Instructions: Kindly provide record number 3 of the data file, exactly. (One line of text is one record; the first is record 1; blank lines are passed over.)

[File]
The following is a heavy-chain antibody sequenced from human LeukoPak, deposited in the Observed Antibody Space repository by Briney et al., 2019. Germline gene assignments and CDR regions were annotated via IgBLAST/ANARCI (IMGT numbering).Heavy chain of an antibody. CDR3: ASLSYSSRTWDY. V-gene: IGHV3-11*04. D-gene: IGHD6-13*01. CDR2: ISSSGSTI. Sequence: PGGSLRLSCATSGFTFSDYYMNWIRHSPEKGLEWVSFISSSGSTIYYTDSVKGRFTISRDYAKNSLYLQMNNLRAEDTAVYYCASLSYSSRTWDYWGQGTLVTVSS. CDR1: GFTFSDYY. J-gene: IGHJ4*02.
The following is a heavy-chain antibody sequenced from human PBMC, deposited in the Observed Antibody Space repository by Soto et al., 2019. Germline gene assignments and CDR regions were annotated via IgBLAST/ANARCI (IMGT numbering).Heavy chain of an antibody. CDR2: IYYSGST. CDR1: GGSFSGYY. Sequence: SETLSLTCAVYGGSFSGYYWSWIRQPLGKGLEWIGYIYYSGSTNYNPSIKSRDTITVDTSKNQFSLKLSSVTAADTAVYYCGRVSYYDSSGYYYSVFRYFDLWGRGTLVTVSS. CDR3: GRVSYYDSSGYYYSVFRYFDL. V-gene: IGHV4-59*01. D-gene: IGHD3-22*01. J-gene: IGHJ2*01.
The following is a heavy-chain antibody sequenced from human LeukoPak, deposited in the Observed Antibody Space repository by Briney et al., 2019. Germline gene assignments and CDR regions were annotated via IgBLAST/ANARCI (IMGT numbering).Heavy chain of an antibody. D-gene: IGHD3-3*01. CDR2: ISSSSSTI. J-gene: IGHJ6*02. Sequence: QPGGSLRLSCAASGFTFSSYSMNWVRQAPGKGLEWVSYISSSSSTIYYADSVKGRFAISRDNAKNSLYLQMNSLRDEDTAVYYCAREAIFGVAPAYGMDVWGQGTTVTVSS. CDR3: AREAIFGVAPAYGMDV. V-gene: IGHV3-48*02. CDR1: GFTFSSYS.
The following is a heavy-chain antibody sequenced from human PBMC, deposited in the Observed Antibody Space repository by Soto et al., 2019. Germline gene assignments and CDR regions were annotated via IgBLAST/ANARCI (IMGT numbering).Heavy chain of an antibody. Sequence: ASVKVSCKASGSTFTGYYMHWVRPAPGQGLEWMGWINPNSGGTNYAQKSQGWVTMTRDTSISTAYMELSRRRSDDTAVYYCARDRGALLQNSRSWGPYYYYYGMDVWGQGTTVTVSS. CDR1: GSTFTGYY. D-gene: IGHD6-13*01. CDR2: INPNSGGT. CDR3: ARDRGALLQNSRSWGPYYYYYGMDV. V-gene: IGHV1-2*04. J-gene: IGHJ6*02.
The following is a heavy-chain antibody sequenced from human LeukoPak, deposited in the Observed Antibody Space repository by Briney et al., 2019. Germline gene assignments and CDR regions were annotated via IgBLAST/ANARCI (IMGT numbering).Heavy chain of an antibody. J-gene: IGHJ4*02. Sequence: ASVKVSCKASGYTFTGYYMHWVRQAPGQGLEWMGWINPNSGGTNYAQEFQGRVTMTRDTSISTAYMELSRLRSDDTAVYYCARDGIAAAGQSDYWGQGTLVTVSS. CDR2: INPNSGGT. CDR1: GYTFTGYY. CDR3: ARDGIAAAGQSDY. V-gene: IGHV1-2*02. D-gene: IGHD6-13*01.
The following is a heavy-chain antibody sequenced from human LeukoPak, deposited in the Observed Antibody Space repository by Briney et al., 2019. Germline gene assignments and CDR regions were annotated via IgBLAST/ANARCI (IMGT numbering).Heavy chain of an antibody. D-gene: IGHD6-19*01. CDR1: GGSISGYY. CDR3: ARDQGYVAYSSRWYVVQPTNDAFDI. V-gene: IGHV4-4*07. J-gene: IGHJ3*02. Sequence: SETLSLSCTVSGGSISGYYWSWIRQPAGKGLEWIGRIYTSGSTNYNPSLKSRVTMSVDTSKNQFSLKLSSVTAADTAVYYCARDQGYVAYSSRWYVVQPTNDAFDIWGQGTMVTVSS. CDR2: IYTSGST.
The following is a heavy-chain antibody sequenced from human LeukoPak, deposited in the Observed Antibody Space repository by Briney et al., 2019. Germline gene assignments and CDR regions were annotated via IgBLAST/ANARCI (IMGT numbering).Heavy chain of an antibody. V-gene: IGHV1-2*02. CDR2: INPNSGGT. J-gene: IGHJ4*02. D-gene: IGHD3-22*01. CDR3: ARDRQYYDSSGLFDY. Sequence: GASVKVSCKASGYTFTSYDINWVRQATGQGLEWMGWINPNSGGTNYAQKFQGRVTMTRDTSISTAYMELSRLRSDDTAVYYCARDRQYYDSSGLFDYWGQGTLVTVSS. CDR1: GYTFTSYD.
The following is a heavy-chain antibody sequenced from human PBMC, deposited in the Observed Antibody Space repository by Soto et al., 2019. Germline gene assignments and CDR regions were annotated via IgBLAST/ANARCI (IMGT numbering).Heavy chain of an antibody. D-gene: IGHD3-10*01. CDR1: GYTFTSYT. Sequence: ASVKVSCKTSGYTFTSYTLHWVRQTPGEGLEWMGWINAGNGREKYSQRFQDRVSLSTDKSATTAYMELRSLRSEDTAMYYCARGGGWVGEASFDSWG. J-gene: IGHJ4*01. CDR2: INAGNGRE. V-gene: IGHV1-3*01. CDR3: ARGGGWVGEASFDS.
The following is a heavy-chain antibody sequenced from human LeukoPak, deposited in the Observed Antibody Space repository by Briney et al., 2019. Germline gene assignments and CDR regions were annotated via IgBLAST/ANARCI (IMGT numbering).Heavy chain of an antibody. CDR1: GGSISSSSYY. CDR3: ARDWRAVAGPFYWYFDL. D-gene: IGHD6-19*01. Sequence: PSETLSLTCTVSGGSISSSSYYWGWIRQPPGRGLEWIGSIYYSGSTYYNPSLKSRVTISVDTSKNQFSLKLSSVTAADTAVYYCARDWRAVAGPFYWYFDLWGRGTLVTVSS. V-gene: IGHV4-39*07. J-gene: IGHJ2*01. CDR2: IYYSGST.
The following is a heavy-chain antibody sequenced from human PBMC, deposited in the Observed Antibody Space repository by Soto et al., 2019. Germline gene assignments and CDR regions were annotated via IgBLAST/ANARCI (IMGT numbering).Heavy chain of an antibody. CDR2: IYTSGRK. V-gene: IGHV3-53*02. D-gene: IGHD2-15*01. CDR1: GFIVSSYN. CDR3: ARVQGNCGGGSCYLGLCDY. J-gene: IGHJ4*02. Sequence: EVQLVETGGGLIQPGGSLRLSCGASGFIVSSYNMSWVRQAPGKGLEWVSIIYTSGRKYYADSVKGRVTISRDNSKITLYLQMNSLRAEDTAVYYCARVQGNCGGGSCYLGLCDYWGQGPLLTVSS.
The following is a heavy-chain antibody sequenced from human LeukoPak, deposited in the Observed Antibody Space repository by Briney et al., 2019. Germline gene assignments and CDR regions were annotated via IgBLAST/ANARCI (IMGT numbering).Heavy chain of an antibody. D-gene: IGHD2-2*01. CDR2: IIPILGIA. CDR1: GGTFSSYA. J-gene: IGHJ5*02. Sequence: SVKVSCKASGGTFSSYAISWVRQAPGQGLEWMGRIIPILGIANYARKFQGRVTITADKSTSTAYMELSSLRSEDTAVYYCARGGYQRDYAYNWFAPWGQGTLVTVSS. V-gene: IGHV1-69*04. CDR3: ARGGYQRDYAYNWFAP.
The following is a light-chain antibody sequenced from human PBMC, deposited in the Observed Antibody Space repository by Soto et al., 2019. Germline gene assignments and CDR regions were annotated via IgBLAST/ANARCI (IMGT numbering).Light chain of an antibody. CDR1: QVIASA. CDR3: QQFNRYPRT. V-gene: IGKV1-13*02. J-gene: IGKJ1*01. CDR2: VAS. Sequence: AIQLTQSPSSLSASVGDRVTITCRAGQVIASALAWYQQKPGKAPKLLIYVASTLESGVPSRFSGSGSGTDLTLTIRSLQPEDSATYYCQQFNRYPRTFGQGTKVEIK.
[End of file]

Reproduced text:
The following is a heavy-chain antibody sequenced from human LeukoPak, deposited in the Observed Antibody Space repository by Briney et al., 2019. Germline gene assignments and CDR regions were annotated via IgBLAST/ANARCI (IMGT numbering).Heavy chain of an antibody. D-gene: IGHD3-3*01. CDR2: ISSSSSTI. J-gene: IGHJ6*02. Sequence: QPGGSLRLSCAASGFTFSSYSMNWVRQAPGKGLEWVSYISSSSSTIYYADSVKGRFAISRDNAKNSLYLQMNSLRDEDTAVYYCAREAIFGVAPAYGMDVWGQGTTVTVSS. CDR3: AREAIFGVAPAYGMDV. V-gene: IGHV3-48*02. CDR1: GFTFSSYS.